Canada Rejects International Assistance To Help Put Out Wildfire

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Canada Rejects International Assistance To Help Put Out Wildfires

Several countries have offered to help Canada deal with the devastating wildfire that is raging through Alberta and forcing tens of thousands to flee their homes.

The Canadian Prime Minister has rejected foreign assistance to help extinguish the flames, saying help from other countries was not necessary at this time.

On Thursday last week, Russia offered to provide heavy water bombers and specialized crews to help stop the uncontrollable inferno sweeping through Fort McMurray.

RT reports:

Other offers came from the US, Mexico, Australia, Taiwan, and Israel as well as from Palestinians.

Canadian Prime Minister Justin Trudeau said that he truly appreciated the willingness of the international community to help, but stressed that there was no need for it as there are already water bombers and firefighters from several of the country’s provinces ready and available, for example Ontario and Quebec.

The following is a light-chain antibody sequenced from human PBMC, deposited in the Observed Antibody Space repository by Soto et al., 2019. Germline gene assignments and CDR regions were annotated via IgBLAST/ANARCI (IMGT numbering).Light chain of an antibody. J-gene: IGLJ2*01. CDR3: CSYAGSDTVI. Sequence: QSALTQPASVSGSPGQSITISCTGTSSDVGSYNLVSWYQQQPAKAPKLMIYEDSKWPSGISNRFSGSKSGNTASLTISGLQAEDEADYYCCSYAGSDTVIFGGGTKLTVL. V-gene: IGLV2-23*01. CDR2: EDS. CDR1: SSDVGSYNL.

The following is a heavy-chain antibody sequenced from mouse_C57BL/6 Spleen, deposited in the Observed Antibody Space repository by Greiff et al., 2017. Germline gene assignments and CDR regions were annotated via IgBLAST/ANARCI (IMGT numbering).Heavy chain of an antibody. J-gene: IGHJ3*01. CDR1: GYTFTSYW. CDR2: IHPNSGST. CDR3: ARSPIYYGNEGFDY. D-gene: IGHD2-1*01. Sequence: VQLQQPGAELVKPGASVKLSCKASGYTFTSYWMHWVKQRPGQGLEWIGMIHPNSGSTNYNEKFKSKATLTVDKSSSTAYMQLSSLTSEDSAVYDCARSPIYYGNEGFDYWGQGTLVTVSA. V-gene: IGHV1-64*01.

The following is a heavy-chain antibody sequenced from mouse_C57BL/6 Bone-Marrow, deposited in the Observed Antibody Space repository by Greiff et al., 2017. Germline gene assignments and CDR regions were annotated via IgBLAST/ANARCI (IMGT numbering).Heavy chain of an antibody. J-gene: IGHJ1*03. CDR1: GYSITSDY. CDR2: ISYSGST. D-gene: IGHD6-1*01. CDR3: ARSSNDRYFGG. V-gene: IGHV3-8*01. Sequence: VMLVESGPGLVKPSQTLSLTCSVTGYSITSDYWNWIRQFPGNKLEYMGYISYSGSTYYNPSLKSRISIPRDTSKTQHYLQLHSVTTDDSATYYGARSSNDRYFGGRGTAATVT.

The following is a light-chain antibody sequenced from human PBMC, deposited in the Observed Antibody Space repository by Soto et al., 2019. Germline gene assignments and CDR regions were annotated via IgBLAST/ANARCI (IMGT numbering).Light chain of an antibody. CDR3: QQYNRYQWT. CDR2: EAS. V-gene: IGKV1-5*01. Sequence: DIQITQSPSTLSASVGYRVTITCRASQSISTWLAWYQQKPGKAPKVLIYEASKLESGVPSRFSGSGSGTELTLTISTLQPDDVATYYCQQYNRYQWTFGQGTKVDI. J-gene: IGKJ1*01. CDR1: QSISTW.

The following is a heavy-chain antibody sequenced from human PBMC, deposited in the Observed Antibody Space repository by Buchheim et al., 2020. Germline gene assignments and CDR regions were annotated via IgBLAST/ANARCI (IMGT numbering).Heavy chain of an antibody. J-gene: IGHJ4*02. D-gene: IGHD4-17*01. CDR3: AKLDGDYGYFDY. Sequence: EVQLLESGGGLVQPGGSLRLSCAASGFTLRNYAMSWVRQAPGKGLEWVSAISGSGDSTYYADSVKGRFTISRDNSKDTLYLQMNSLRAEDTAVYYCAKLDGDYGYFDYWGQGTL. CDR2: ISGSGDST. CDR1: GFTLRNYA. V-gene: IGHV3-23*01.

“The good news is from the support that we’ve seen from Canadians across the country, different provinces sending over water bombers, engaged in all sorts of different ways, firefighters coming from all across the country to help, is that there is no need to accept any international assistance at this point. But we certainly thank everyone for their generosity,” Trudeau said at a news conference in Ottawa, The Globe and Mail reported.

Public Safety Minister Ralph Goodale said Canadian authorities are moving closer towards getting the blaze under control and stressed that the one thing that is definitely going to resolve the crisis is a change in weather.

“The decision was made by the firefighters in the emergency management system that (foreign help) wasn’t necessary because of the nature of this blaze,” Goodale said as quoted by the Canadian Press. “This beast is so big the only thing that will fix it is rain.”

A lot of Canada’s residents are wondering why Trudeau had to reject help in a critical situation like this when there are as many as seven out-of-control fires raging through the territory, an RT journalist and foreign affairs analyst reported.